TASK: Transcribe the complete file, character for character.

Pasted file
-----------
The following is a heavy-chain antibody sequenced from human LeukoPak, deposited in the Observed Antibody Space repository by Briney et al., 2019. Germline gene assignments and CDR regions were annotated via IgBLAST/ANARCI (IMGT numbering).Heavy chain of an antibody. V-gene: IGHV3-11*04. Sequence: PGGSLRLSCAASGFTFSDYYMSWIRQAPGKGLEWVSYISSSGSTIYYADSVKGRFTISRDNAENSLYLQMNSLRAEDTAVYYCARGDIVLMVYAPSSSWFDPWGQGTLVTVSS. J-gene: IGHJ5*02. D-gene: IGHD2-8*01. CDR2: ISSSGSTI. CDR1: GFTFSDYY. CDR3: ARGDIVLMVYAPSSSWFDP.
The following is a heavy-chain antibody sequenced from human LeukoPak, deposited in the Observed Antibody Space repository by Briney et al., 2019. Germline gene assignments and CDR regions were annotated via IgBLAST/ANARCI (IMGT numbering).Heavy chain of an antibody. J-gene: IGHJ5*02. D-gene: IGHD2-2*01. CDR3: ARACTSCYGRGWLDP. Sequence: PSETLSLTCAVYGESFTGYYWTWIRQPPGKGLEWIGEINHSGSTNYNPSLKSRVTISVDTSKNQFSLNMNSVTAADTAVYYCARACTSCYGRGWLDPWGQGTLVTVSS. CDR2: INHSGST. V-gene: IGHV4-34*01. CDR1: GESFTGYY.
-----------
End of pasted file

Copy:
The following is a heavy-chain antibody sequenced from human LeukoPak, deposited in the Observed Antibody Space repository by Briney et al., 2019. Germline gene assignments and CDR regions were annotated via IgBLAST/ANARCI (IMGT numbering).Heavy chain of an antibody. V-gene: IGHV3-11*04. Sequence: PGGSLRLSCAASGFTFSDYYMSWIRQAPGKGLEWVSYISSSGSTIYYADSVKGRFTISRDNAENSLYLQMNSLRAEDTAVYYCARGDIVLMVYAPSSSWFDPWGQGTLVTVSS. J-gene: IGHJ5*02. D-gene: IGHD2-8*01. CDR2: ISSSGSTI. CDR1: GFTFSDYY. CDR3: ARGDIVLMVYAPSSSWFDP.
The following is a heavy-chain antibody sequenced from human LeukoPak, deposited in the Observed Antibody Space repository by Briney et al., 2019. Germline gene assignments and CDR regions were annotated via IgBLAST/ANARCI (IMGT numbering).Heavy chain of an antibody. J-gene: IGHJ5*02. D-gene: IGHD2-2*01. CDR3: ARACTSCYGRGWLDP. Sequence: PSETLSLTCAVYGESFTGYYWTWIRQPPGKGLEWIGEINHSGSTNYNPSLKSRVTISVDTSKNQFSLNMNSVTAADTAVYYCARACTSCYGRGWLDPWGQGTLVTVSS. CDR2: INHSGST. V-gene: IGHV4-34*01. CDR1: GESFTGYY.